All the happenings in India surrounding the Indian Premier League (IPL) scandal is indeed a joke. While one court bans two IPL teams and its officials, another court acquits three cricketers who were alleged to have fixed matches, simply due to lack of evidence!
Now fans are left wondering who actually committed the crimes since everyone is claiming innocence.
So finally we may have to conclude that the biggest mistake was committed by none other than ardent cricket fans for wholeheartedly supporting the IPL despite being taken for a ride.
Shanthakumaran Sreesanth, one of the India’s finest outswing bowlers, has been cleared of fixing matches after two years. If he is innocent, as the court has insisted, then whoever is responsible for destroying two valuable years of this cricketer’s career must be punished.
From the day Sreesanth was arrested, there were rumours that this pacer was framed. The Indian government must look into whether the career of a promising sportsman was deliberately trashed to ensure such an incident never happens in the sporting world again.
Sreesanth could have easily been made a victim because of the many wrongs he had committed both on and off the field. His poor temperament on the field and his penchant for late-night parties made him an easy target.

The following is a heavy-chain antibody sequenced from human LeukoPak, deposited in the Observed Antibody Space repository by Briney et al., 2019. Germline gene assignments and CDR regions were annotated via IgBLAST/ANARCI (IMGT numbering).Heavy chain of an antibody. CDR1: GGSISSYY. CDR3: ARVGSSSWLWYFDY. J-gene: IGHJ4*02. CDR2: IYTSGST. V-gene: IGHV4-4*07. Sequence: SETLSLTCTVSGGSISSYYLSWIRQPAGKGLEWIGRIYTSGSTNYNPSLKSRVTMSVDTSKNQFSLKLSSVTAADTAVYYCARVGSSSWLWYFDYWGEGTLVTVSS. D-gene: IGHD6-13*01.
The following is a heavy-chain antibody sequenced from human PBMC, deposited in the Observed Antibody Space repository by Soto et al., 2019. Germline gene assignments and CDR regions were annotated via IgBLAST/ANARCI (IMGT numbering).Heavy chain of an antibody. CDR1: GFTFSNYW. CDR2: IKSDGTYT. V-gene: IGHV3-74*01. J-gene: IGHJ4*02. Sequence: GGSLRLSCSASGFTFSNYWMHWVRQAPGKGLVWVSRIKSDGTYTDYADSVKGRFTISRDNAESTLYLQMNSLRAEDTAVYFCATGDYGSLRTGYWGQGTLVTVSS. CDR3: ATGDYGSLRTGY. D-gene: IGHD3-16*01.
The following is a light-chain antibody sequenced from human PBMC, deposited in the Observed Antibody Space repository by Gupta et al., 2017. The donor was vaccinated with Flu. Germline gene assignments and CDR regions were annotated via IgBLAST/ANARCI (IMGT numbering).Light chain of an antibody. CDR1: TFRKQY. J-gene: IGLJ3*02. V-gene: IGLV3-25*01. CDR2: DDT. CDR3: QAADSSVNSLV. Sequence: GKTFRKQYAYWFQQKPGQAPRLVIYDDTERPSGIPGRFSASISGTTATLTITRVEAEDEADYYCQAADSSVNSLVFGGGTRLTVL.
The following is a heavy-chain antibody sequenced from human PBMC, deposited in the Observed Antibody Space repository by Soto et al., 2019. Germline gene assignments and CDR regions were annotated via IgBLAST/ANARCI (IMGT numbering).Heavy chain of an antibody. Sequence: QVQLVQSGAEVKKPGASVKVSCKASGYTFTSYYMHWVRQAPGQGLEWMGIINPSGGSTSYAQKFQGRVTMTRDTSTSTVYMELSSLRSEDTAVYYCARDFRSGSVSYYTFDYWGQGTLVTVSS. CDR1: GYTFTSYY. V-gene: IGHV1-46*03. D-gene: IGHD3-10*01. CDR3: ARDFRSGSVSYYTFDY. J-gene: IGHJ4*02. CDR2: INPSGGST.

On the other hand, if Sreesanth is guilty but has still escaped, or was wrongly accused, it exposes the inability of the Delhi police, whose credibility has been at a low ebb for many years. What more can one expect from a city where women are so unsafe that it is now called the ‘rape capital of India’?
It was shocking that the Board of Control for Cricket in India (BCCI) immediately announced that the ban on Sreesanth stands without even bothering to give any credence to a court ruling. The BCCI has always believed that they are not answerable to anyone, be it any court or the government, and of late it has been paying the price for its attitude.
It is becoming increasingly evident that some intelligent manipulators are playing an excellent game to destroy cricket in India. Unfortunately, the Indian system today is not capable of finding the real culprits since money often silences the law enforcers.
It should be no surprise if another court ruling declares that no corruption has ever taken place in the IPL. After all, to date no one has ever been convicted of match or spot-fixing in India, and the tradition may continue making a mockery of the judicial system.
As usual, a few will laugh their way to the bank at the expense of the poor cricket fans. A rejoinder from the BCCI or a court that all match-fixers do not live in India can also be expected!